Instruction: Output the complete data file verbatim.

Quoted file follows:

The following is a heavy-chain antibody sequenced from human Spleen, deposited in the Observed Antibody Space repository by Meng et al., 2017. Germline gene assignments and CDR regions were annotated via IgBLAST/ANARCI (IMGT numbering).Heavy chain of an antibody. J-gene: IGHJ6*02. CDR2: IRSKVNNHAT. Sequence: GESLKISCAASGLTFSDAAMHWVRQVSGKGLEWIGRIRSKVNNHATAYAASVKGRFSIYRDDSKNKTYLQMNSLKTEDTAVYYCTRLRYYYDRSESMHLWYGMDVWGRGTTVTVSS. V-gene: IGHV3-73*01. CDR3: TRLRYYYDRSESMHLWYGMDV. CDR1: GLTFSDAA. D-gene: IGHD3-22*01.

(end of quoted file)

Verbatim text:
The following is a heavy-chain antibody sequenced from human Spleen, deposited in the Observed Antibody Space repository by Meng et al., 2017. Germline gene assignments and CDR regions were annotated via IgBLAST/ANARCI (IMGT numbering).Heavy chain of an antibody. J-gene: IGHJ6*02. CDR2: IRSKVNNHAT. Sequence: GESLKISCAASGLTFSDAAMHWVRQVSGKGLEWIGRIRSKVNNHATAYAASVKGRFSIYRDDSKNKTYLQMNSLKTEDTAVYYCTRLRYYYDRSESMHLWYGMDVWGRGTTVTVSS. V-gene: IGHV3-73*01. CDR3: TRLRYYYDRSESMHLWYGMDV. CDR1: GLTFSDAA. D-gene: IGHD3-22*01.